All too often we confuse sexual desire with emotional love. I have heard many people, men and women say to their partners, "I you loved me as much as I love you, you would want me as much." Love and sexual appetite are not the same. Physical attraction, sexual chemistry, physical lust operates on a totally different program than emotional caring and commitment. It is wonderful if there is both love and mutual sexual passion, but by a desire for hot sex is not the same as loving and loving is not the same as wanting. Those who would argue with this must be fortunate to have both, but loving couple with a desire discrepancy understand what I am talking about.

To fully understand the nature of desire, one has to consider that when everything is working, desire precedes sexual excitement, and desire is the motivation to seek that arousal. Arousal precedes orgasm. It is in being arousal that orgasm becomes a very attractive goal. In a sense, then, the sexual response cycle is wanting to get something started so that it can be ended. In the process of doing so, it is nice giving pleasure to a receptive partner, fostering the intimacy of a relationship, and nurturing the shared love... but biologically, the drive is to get started, get hot, and get finished.

Ironically, any one of the three phases (desire, arousal and orgasm) can occur independently, without all the phases happening. That is, there can be desire and arousal, but no orgasm, a concern experienced mostly by women (addressed in other articles). Some older men still have desire, but are unable to become aroused, yet with stimulation of their soft penises, they will ejaculate (orgasm). There can also be arousal and even orgasm without being driven by desire. In another article on this site I talk of "jump-starting," and I'll not repeat that here, other than stating that there are times when a person with no libido can become turned on and experience a wonderfully pleasurable orgasm, but shortly afterward will honestly state, "That was nice, but I don't ever need to do it again." This can be very frustrating to a person who believes that by providing a fantastic orgasm for a disinterested partner, that partner will be "cured" of their low desire. It doesn't happen that way.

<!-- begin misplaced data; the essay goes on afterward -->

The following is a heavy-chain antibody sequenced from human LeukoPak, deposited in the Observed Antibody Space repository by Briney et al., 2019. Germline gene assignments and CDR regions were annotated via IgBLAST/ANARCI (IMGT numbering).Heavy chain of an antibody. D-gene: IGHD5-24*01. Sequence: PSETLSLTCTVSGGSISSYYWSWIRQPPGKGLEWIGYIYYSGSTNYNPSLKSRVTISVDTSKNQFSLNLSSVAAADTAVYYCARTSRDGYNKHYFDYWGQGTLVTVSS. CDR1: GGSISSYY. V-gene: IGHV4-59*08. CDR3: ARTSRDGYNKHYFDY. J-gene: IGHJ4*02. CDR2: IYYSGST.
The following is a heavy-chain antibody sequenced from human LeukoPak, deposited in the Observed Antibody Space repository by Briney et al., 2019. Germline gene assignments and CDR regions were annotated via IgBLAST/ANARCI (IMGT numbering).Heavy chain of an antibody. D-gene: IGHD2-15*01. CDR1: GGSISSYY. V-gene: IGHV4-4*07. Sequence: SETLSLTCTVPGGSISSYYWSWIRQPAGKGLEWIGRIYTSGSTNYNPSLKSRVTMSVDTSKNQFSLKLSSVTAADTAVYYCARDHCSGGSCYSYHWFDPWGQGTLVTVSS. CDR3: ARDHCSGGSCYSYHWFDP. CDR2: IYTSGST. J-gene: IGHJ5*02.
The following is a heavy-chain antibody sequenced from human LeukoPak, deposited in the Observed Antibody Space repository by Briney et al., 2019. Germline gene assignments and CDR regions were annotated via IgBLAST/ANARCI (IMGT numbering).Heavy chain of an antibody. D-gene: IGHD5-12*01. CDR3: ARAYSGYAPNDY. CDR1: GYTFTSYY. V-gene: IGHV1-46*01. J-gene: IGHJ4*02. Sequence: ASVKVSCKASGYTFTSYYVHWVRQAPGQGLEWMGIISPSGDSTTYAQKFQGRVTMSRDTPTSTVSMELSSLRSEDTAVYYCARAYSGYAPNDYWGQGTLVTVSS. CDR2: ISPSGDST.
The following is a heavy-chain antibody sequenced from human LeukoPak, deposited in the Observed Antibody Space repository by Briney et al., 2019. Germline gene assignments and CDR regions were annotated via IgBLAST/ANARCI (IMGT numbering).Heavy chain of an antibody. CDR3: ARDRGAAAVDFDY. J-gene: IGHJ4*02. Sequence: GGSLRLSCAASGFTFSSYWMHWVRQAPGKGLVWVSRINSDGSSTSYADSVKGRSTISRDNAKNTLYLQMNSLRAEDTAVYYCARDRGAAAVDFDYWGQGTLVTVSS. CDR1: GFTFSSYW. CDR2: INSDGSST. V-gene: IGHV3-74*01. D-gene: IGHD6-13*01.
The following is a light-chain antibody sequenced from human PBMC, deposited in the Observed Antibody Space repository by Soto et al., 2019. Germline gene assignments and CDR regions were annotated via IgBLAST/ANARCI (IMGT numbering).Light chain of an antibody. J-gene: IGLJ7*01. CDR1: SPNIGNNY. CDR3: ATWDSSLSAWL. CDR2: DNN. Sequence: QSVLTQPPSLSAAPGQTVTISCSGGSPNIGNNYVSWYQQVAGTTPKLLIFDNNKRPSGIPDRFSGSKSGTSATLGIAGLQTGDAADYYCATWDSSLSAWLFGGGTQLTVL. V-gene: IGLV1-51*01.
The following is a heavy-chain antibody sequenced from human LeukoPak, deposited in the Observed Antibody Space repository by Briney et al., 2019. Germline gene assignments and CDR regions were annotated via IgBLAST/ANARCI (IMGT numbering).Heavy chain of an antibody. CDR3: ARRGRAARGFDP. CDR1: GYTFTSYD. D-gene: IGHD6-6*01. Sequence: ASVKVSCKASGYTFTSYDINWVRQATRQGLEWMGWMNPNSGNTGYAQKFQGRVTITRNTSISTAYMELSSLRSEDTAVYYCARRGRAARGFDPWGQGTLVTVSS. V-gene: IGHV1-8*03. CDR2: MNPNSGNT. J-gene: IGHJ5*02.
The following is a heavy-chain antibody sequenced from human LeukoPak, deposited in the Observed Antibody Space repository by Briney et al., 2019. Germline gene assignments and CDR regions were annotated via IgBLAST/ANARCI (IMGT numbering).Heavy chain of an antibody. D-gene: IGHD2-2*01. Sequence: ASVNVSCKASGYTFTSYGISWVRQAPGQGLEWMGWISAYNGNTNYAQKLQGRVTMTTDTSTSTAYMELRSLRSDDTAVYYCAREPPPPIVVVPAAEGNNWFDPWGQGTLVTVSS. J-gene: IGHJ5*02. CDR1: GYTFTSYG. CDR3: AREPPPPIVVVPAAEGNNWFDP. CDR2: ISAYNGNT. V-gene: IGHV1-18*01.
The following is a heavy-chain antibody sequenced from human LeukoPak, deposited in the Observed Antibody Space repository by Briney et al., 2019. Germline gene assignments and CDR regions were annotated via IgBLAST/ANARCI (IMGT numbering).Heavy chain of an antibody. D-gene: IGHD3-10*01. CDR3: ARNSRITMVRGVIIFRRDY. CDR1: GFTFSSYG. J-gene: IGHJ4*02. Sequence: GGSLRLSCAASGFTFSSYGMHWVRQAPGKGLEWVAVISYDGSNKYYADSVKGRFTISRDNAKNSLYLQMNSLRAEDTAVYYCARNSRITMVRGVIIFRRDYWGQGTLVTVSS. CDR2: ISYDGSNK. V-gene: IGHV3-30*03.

Concerns about desire discrepancies make up the most frequently heard complaints in the offices of sex therapists and on the online question and answer boards. Unfortunately, this is the most difficult situation to reverse. It is practically impossible to talk someone into feeling something, and often the attempts to do so either drive the persons further away or cause them to feel guilty.


If one were to ask, "How many sex therapists does it take to change a light bulb?" the answer would be, "Only one!" However, the light bulb must really want to change. A person who has felt desire but then has lost it, is likely to miss the feelings and want to pursue change. On the other hand, a person with chronically low desire does not, in essence, know what it is he or she is missing and is less likely feel motivated. In fact, they often perceive the problem as being their partners' problem. Any feelings of anger, resentment or guilt within the relationship will further dampen an interest in discovering what it is to crave sexual arousal and orgasm with a partner.

If the relationship is good, and emotional issues will not get in the way, sex therapy can help discover ways to stir arousal. However, this often will seem a bit mechanical as, for I have said, it is difficult to build in a biological hunger. There is hope, however, for the many woman who will benefit from testosterone. If a woman's testosterone levels are found to be low, her physician can prescribe hormonal supplements in the form of a pill. If levels are not low, a testosterone cream might be prescribed. A post-menopausal woman on hormone replacement therapy can be give a pill that combines both her estrogen and testosterone. These are all available only by prescription, and require the women to consult her physician.

Experiments with a female form of Viagra have not been promising. Furthermore, there are no known herbs or over the counter pills, creams or ointments that have proven to be effective. The best approach remains couples therapy with a qualified sex therapist, coordinated with medical intervention by a physician knowledgeable in the treatment of sexual dysfunction.